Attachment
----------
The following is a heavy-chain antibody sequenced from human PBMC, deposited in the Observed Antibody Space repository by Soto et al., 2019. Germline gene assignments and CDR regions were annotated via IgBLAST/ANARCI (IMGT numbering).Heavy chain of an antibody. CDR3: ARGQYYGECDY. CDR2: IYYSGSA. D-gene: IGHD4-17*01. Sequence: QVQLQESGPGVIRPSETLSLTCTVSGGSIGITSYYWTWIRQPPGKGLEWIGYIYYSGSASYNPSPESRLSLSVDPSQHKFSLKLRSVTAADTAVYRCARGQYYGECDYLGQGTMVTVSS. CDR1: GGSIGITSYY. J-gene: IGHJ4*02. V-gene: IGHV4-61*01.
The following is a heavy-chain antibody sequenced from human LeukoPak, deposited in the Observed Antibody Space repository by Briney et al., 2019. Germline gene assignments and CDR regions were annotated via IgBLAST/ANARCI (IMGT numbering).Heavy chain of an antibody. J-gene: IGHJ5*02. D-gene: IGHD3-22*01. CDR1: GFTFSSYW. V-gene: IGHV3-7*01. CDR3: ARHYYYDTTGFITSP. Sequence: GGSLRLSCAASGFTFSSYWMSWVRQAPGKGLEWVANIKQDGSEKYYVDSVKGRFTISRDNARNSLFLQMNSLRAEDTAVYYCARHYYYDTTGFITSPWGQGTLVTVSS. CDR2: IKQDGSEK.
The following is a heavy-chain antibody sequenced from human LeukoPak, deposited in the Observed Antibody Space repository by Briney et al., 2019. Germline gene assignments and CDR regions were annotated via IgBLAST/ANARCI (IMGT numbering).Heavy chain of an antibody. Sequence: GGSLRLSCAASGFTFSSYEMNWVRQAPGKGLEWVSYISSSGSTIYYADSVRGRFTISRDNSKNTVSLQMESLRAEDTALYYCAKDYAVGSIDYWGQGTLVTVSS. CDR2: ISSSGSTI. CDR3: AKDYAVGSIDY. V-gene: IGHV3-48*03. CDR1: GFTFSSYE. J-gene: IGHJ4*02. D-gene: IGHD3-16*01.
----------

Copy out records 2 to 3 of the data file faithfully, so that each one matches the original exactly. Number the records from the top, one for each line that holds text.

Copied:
The following is a heavy-chain antibody sequenced from human LeukoPak, deposited in the Observed Antibody Space repository by Briney et al., 2019. Germline gene assignments and CDR regions were annotated via IgBLAST/ANARCI (IMGT numbering).Heavy chain of an antibody. J-gene: IGHJ5*02. D-gene: IGHD3-22*01. CDR1: GFTFSSYW. V-gene: IGHV3-7*01. CDR3: ARHYYYDTTGFITSP. Sequence: GGSLRLSCAASGFTFSSYWMSWVRQAPGKGLEWVANIKQDGSEKYYVDSVKGRFTISRDNARNSLFLQMNSLRAEDTAVYYCARHYYYDTTGFITSPWGQGTLVTVSS. CDR2: IKQDGSEK.
The following is a heavy-chain antibody sequenced from human LeukoPak, deposited in the Observed Antibody Space repository by Briney et al., 2019. Germline gene assignments and CDR regions were annotated via IgBLAST/ANARCI (IMGT numbering).Heavy chain of an antibody. Sequence: GGSLRLSCAASGFTFSSYEMNWVRQAPGKGLEWVSYISSSGSTIYYADSVRGRFTISRDNSKNTVSLQMESLRAEDTALYYCAKDYAVGSIDYWGQGTLVTVSS. CDR2: ISSSGSTI. CDR3: AKDYAVGSIDY. V-gene: IGHV3-48*03. CDR1: GFTFSSYE. J-gene: IGHJ4*02. D-gene: IGHD3-16*01.